What’s the most pivotal part of any loyalty program? Enrollment, of course. Without enrollment there is no program. But if the enrollment process is too cumbersome, disruptive, or takes too long, the enrollment rate drops substantially. And if the enrollment mechanism is primitive (e.g. a clipboard and a pen) the resulting contact information can be incomplete or illegible.
In order for any customer loyalty program to be successful, retailers must find a way to make loyalty program enrollment quick and easy while at the same time ensuring a higher probability that the contact information is accurate.
That’s what Dahl’s Foods did. An 80-year old grocery store chain based in Des Moines Iowa, Dahl’s Foods knew that painless enrollment with good information was critical to their new “My Ways To Save” loyalty program. Their program allows customers to earn points that equate to savings both in the store and at the gas station. But to be successful, they knew they had to get people signed up quickly and accurately.
The solution they chose was the KDT3 Multimedia Kiosk from AML. The KDT3 is a relatively small touch-screen device designed to be wall or pole-mounted that comes equipped with an integrated barcode scanner that can read the 2D (two-dimensional) barcodes found on the back of most driver’s licenses today.
Dahl’s customers approach the kiosk in the store and can select to either enroll in the program, or if they are already a member they can check their points balance.
If they choose to enroll, they are presented with a data entry screen and asked to scan the barcode on the back of their driver’s license. Once scanned, their name, address, city, state and zip code is populated into the form.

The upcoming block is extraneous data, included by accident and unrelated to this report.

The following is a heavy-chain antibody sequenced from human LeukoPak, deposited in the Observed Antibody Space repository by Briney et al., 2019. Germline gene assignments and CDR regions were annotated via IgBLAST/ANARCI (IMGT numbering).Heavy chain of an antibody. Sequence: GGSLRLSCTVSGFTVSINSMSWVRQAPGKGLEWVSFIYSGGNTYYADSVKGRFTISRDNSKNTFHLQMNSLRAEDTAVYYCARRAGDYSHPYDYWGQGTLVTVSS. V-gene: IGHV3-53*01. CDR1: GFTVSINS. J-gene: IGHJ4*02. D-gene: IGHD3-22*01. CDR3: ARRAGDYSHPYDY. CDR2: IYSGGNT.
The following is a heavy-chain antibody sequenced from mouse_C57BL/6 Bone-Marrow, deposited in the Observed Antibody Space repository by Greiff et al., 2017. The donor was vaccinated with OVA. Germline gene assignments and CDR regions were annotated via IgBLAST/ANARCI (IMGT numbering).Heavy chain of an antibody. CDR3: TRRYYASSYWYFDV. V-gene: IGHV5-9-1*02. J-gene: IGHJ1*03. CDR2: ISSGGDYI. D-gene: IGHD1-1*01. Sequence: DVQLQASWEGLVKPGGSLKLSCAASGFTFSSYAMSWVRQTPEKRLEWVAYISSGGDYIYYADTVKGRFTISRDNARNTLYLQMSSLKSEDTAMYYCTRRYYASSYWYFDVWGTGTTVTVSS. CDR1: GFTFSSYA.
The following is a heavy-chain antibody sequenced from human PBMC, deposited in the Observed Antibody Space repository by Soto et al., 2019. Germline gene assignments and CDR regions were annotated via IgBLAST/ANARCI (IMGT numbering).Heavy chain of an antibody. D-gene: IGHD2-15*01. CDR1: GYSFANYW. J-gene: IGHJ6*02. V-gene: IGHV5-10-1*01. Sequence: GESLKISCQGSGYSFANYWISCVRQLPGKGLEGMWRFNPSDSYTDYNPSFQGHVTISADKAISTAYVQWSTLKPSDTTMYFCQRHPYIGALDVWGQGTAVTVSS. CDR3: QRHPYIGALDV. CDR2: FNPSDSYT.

They are then asked to key in their phone number using the onscreen keyboard. Optionally, they can also supply an email address. Because the phone number is keyed in using the touch screen and not a QWERTY keyboard, the keystrokes are slower and more deliberate making a data entry error far less likely.
Once their data is entered, they scan a pre-printed “My Ways to Save Club Card”, which is then automatically associated with their account.
They leave the store with card in hand and enrollment in the books! No clipboards and no bogging down the checkout line. And for those customer’s that use the KDT3 kiosk to sign up, Dahl’s doesn’t have to mail them their club card. It’s all done quickly and efficiently right there in the store.
Of course the other part of the equation is the “back-end” software that manages the entire program. Like many other retailers, Dahl’s uses third party software for this purpose and the KDT3 simply acts as a portal into that software, passing through the data it collects for enrollment, or looking up data when the customer makes inquiries about point balances. This same management software handles inquiries and enrollments from Dahl’s website as well. The entire program is integrated and operates real-time with little if any disruption to the day-to-day processes in the store. If anything, the KDT3 kiosks provide an opportunity for store employees to interact with customers better, explaining the “My Ways to Save” program and using the kiosks as a “prop” or talking piece… showing the customer how easy it is to enroll and later on how to look up their points balance… all without having to bog down the check-out line or go to a customer service station.
The KDT3 Multimedia kiosk, selected by Dahl’s Foods for their loyalty program enrollment, is manufactured in Dallas, Texas by AML, a leading supplier of small-form-factor embedded kiosks. Equipped with an 8″ SVGA display with touch screen, it’s just the right size for dedicated applications like enrollment programs, price checking, gift card balance lookup, etc. It is a self-contained computer with wired and wireless connectivity but unlike the bigger, heavier free-standing floor units the KDT3 is very cost-effective which means retailers can deploy more devices for less money. And since the KDT3 is a low-power embedded device with no moving parts or fans or hard drives, it runs 24 hours a day, seven days a week with far less risk of failure than the “computer-in-a-box” kiosks.